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Street Wars: The Secret Life of Street Food Vendors

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A close look at the lives of two pushcart owners -- the bitter competition, the passion for their craft, and their relentless will to succeed.

Andrey Babaev and fellow co founder, Aryat Muleev, own Crepes and Waffles, a waffle and crepe specialty pushcart that brings accessible, delicious French cuisine to the streets of New York City. Around Columbus Circle at 59th Street, you can find these two broad shouldered-Russian immigrants inside of their vendor's truck, pouring secret mixes onto a flatiron or waffle press, and finely crafting your meal with traditional wooden tools. Always smiling and engaging with customers, it is hard to believe these men face a constant and frequently dangerous battle: competing with other food vendors.

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"We tried a bunch of times, like in the Rockefeller Center and Times Square. But it's a community of [older street vendors] and they do not let us stay there. They know the very good corners."

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After creating our lunch, two crepes covered in chocolate and strawberries, Andrey shared the experience of life on the other side of the counter. He told me about migrating to America, "Because of 'The Dream.' The American Dream," and the challenges he faced, arriving without a word of English.

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We talked about his meager beginnings as a pedicab driver. Mr. Babaev described having nothing: how pedicabs funded his first year in New York, and how he created a network that became the foundation for a future in entrepreneurship. He told me about beginning as a renter of one cart, and eventually making enough to buy and then rent out four.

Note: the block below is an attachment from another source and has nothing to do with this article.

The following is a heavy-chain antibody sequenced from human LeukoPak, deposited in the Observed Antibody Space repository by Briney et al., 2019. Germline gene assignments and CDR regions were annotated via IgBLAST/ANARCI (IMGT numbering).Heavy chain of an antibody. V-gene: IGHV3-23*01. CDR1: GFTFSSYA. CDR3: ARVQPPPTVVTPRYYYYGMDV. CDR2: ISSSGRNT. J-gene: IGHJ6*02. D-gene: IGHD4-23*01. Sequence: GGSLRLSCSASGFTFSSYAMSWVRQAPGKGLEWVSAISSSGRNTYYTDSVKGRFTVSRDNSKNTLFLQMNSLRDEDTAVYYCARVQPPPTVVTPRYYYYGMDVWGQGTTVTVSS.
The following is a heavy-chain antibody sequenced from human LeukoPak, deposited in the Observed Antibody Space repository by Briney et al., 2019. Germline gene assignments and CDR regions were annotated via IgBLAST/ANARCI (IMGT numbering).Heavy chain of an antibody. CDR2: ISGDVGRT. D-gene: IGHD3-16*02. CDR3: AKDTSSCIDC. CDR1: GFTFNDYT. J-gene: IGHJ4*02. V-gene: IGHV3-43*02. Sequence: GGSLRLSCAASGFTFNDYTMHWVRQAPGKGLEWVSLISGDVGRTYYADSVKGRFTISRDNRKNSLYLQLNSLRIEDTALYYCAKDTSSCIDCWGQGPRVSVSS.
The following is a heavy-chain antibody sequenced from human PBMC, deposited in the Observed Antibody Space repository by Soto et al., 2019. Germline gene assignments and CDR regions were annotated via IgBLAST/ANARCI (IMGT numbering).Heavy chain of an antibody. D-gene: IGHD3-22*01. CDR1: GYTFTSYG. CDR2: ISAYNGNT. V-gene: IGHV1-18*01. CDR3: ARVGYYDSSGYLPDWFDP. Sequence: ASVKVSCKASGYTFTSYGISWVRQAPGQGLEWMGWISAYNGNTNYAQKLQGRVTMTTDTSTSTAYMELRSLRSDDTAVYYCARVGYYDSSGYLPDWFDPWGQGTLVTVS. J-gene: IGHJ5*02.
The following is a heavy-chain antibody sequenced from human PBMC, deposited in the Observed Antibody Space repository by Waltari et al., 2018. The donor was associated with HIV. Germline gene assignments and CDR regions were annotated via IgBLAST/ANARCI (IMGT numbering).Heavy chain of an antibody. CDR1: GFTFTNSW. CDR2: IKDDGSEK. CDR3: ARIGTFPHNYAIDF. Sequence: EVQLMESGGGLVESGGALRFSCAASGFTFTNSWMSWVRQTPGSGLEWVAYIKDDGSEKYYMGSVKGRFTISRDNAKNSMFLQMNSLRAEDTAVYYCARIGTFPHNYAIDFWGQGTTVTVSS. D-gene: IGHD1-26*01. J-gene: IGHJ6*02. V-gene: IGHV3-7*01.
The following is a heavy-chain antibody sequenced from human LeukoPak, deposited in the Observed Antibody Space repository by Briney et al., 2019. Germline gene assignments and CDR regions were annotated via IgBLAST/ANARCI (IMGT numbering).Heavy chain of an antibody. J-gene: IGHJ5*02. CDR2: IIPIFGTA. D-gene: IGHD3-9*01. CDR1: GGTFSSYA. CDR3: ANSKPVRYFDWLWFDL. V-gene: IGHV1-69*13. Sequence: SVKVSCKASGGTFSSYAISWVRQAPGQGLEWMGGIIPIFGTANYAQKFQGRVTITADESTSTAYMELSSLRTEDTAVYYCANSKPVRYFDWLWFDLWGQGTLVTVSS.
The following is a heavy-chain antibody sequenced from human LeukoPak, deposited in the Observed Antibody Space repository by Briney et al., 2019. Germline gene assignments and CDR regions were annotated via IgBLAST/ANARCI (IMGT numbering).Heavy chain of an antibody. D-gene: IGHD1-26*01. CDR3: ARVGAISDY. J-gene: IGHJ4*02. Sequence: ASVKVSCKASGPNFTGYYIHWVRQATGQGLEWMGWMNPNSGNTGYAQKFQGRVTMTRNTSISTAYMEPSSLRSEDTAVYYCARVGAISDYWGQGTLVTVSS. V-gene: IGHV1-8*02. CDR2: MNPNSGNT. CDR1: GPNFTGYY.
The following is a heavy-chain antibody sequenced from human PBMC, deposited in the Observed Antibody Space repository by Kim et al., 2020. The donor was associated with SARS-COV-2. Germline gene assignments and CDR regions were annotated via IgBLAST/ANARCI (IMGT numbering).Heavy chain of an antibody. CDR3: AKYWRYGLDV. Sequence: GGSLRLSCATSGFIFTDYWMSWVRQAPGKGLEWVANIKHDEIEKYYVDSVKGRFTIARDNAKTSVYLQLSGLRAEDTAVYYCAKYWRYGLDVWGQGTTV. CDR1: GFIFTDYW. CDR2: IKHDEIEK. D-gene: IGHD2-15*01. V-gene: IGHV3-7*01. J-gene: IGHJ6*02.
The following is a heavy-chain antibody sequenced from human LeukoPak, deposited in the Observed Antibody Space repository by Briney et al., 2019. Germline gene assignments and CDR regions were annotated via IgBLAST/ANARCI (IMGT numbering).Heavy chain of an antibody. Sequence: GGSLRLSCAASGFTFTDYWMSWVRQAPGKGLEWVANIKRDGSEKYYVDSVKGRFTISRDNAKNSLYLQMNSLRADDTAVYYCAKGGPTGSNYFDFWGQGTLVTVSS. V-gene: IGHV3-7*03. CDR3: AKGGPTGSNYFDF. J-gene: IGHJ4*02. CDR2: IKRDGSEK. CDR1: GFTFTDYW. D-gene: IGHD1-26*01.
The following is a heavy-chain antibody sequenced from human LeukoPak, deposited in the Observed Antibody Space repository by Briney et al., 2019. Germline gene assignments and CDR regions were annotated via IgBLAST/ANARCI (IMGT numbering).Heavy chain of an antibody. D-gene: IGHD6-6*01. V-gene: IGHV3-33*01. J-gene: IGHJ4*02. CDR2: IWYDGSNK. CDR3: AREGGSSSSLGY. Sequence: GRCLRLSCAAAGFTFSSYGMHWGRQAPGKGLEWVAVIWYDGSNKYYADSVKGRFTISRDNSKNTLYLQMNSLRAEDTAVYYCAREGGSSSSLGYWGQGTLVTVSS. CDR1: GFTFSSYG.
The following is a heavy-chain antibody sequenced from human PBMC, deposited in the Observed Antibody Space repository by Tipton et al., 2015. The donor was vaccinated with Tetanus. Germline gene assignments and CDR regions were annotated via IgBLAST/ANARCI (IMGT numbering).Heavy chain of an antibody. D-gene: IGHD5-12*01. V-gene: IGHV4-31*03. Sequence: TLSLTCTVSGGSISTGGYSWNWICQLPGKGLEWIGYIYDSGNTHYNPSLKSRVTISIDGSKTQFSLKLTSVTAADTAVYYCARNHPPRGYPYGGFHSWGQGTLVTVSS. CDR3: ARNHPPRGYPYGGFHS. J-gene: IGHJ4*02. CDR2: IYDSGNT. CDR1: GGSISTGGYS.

"My first time in New York, I was walking in Central Park and I met people who spoke Russian. They said they used to work in the pedicab. And they said it's a good job; you work on your own. There's no boss, there's no owner. You're the owner."

From here, Andrey said he connected with Aryat, who was also a pedicab driver, and they decided to take the next step, apparently as many other pedicab drivers do, into street vending.

"We're cooking on the table and people see how we cook. We don't [pre-make] -- they see what we do and they know it is fresh. They see what they're going to eat. That's quality."

Andrey described the day-to-day, beginning work at 5 a.m. on weekdays; and on Thursday, Friday, Saturday, and Sunday, they are there until 4 a.m. He told me about the lines of eager customers that frequently run down the street. And then I learned of the less tasteful side of street food.

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He told me about a longtime rivalry amongst all of the pushcart vendors, and how certain ones maintain their control of the boroughs. There is an unwritten rule that permits only the oldest street food companies to sell on the most trafficked, or best streets. If any new vendors break these rules, as Andrey and Aryat unwittingly did in their first months of business, they face the wrath of the entire community.